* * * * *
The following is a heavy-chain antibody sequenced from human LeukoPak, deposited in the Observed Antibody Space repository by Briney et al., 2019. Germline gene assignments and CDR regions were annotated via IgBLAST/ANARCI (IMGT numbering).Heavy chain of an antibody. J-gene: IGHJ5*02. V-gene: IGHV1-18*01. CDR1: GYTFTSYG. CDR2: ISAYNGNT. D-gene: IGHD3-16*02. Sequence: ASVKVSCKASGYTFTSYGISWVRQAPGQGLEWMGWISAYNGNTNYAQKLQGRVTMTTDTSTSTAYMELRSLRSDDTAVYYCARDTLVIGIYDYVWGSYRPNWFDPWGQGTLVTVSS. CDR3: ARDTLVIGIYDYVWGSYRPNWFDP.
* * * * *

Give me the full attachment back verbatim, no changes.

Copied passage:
The following is a heavy-chain antibody sequenced from human LeukoPak, deposited in the Observed Antibody Space repository by Briney et al., 2019. Germline gene assignments and CDR regions were annotated via IgBLAST/ANARCI (IMGT numbering).Heavy chain of an antibody. J-gene: IGHJ5*02. V-gene: IGHV1-18*01. CDR1: GYTFTSYG. CDR2: ISAYNGNT. D-gene: IGHD3-16*02. Sequence: ASVKVSCKASGYTFTSYGISWVRQAPGQGLEWMGWISAYNGNTNYAQKLQGRVTMTTDTSTSTAYMELRSLRSDDTAVYYCARDTLVIGIYDYVWGSYRPNWFDPWGQGTLVTVSS. CDR3: ARDTLVIGIYDYVWGSYRPNWFDP.